TCT CONNECT-236 Percutaneous Coronary Intervention of Chronic Total Occlusions Involving a Bifurcation: Insights From the PROGRESS-CTO Registry
Nikolakopoulos I, Alaswad K, Choi J, Khatri J, Yeh R, Krestyaninov O, Khelimskii D, Jaffer FA, Rafeh NA, ElGuindy A, Goktekin O, Karmpaliotis D, Poomipanit P, Vemmou E, Karacsonyi J, Rangan B, Garcia S, Banerjee S, Burke MN, and Brilakis E. TCT CONNECT-236 Percutaneous Coronary Intervention of Chronic Total Occlusions Involving a Bifurcation: Insights From the PROGRESS-CTO Registry. Journal of the American College of Cardiology 2020; 76(17):B104.
Journal of the American College of Cardiology
Background: The impact of bifurcations at the proximal or distal cap on the outcomes of chronic total occlusion (CTO) percutaneous coronary intervention (PCI) has received limited study.
Methods: We analyzed the clinical, angiographic, and procedural data of 6,066 cases performed for patients between 2012 and 2020 in a global CTO PCI registry. We compared 4 groups according to bifurcation location: “proximal and distal cap,” “proximal cap only,” “distal cap only,” and “no bifurcation.”
Results: The CTO involved a bifurcation in 67% cases, as follows: proximal cap (n = 2,006, 33%), distal cap (n = 815, 13%), or both caps (n = 1,268, 21%). Proximal and distal cap patients were more likely to have had prior myocardial infarction (52% vs. 45% vs. 42% vs. 44%, p < 0.001) or coronary artery bypass grafting (35% vs. 26% vs. 32% vs. 27%, p < 0.0001) when compared with proximal cap only, distal cap only, and no bifurcation groups, respectively. Proximal and distal cap cases had higher Japan-CTO (2.9 ± 1.1 vs. 2.5 ± 1.2 vs. 2.4 ± 1.3 vs. 2 ± 1.3, respectively; p < 0.0001) and greater use of the retrograde approach (47% vs. 40% vs. 30% vs. 20%, respectively; p < 0.0001). Technical success was significantly lower in the proximal and distal cap group (79% vs. 85% vs 85% vs 90%, respectively; p <0.0001), with major adverse cardiovascular event rates being similar (2.3% vs. 2.3% vs. 1.6% vs. 1.3%, respectively; p = 0.06). Compared with no bifurcation, the presence of any bifurcation was associated with higher Japan-CTO score (2.6 ± 1.2 vs. 2 ± 1.3; p < 0.0001) and lower technical success (83% vs. 90%; p < 0.0001).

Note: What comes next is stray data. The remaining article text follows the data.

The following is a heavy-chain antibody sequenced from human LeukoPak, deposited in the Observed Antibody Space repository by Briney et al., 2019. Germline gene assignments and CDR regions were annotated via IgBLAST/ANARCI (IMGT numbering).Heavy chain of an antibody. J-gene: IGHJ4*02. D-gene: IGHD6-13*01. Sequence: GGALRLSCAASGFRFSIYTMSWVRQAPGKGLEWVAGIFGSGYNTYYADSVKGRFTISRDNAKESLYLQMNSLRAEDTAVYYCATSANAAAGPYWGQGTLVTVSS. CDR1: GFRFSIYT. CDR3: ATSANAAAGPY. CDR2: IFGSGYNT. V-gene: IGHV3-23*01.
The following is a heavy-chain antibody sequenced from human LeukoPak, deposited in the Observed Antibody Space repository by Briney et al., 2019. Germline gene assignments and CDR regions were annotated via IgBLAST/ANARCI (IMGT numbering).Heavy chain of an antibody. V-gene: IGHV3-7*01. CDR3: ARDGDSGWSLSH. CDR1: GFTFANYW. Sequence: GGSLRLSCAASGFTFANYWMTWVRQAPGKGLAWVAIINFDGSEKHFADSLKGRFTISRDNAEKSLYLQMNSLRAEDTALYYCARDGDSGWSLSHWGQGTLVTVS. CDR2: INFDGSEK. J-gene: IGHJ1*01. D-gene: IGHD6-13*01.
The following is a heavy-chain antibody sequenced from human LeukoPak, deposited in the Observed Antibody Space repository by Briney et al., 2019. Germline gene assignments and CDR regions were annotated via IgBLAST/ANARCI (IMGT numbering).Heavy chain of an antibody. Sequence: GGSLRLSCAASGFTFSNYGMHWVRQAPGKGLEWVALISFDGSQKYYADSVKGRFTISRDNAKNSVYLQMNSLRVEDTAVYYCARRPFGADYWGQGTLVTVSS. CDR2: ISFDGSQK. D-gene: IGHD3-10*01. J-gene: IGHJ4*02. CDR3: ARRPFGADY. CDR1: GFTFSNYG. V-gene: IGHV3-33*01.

Conclusion: More than two-thirds of CTO PCIs involve a bifurcation, which is associated with lower technical success but similar risk for complications.